i’m not quite sure what to think of this, really. after typing this, that first sentence wasn’t accurate: i’m totally opposed to this. while i’m no fan of guys wearing their pants (or shorts) halfway down their butts (or more), i also think, well, it’s it actually harmful? aren’t there other teenage issues worth our effort. but cities are starting to pass laws outlawing the look.
here’s what totally blows me away: shreveport, louisiana just passed legislation making the baggy/saggy look illegal. louisiana. home of “show me what you got and i’ll toss you a cheap string of beads” city of new orleans. potentially the most morally loose state not called nevada. and, yet, shreveport city councilwoman joyce bowman is quoted as saying, “I’m tired (of) looking at behinds.”
fascinating. most issues of taste or morality have voters on both sides of the issue, causing debate in the public forum. but on an issue like this, the only baggy pants proponants would be those with no voting rights. seems like both a waste of legislation, and questionable moral ground.
(ht to scot)
6 thoughts on “new baggy pants law in — of all places — louisiana”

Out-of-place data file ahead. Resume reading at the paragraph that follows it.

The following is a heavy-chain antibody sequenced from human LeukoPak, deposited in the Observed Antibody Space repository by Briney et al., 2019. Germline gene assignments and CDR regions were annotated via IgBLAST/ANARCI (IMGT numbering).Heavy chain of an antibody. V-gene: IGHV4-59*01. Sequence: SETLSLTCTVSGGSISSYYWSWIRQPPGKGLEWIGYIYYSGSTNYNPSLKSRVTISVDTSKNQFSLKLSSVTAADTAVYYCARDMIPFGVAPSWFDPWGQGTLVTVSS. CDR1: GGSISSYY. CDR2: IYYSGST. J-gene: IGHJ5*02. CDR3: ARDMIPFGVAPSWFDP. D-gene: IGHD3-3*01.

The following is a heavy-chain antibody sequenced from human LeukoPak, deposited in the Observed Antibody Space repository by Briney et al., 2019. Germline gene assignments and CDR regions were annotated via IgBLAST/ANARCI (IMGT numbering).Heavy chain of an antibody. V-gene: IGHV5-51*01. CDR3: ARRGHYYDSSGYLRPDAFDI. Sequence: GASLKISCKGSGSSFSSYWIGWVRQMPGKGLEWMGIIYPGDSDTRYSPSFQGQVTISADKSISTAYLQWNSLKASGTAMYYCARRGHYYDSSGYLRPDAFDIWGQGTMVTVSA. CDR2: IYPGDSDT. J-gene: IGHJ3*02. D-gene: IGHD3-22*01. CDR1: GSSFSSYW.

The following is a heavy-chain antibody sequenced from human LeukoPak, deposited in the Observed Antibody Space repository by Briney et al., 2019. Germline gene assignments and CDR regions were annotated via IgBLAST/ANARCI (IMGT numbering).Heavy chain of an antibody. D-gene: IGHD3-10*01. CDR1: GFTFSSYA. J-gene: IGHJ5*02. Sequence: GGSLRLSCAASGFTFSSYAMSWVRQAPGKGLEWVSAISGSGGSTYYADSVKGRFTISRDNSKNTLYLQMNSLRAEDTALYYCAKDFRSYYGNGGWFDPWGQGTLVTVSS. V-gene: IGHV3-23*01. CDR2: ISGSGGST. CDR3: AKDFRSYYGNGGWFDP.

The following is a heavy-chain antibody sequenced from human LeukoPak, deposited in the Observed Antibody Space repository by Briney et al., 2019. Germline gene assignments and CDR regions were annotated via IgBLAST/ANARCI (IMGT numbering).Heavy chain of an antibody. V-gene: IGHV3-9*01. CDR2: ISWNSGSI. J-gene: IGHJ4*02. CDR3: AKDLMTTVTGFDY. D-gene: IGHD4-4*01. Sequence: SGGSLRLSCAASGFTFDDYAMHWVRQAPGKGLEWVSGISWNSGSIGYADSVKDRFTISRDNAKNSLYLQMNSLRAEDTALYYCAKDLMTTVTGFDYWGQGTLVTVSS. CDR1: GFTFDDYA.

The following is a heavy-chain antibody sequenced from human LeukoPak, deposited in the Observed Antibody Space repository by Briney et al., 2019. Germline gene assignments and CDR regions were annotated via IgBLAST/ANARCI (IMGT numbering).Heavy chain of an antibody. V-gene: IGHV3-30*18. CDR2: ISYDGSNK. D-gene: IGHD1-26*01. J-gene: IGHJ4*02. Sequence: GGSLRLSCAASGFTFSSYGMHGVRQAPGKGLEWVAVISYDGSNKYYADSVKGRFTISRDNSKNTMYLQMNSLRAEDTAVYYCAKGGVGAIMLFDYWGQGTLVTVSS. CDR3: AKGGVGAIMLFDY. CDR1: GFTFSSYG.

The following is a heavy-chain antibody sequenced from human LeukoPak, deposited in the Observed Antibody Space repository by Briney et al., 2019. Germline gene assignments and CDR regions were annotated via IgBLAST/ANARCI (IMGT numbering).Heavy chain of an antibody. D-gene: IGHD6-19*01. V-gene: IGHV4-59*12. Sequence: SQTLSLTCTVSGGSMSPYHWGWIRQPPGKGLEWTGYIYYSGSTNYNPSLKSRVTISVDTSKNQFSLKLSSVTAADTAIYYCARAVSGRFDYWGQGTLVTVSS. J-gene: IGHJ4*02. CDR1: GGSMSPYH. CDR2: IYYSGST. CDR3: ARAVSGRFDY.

The funny thing is, the cops usually opposes such a law because it is far easier to chase down a suspect when their pants are falling to their knees!
As much as I personally dislike that look, I too am opposed to this law because of how closely that look is associated not only with youth culture, but with African American youth culture. It stinks of “why cant those boys just dress like nice white kids?”
Ah Yes, the American way… don’t deal with the root of the problem – just make a law. We don’t have better, bigger, more important things to deal with than to make laws about how people should dress?
Yes. I agree. Its as if we adults have thrown another log into the fire of the adolescent crisis.
If she’s so tired of looking at behinds, why doesn’t she quit looking down so much? It just bugs me to hear them wasting time on things like this when there are other more important things to deal with. I could probably go on and on and list them.
I think Jennifer makes a good point, too.
I can’t think of a single positive thing this law will do. Most people who are xenophobic of other cultures tend to dislike teenagers anyway so it won’t even help them live any less offended anyway! I can’t believe it was unanimous, was Helen Lovejoy on that board (“Won’t somebody think of the children!!!”)?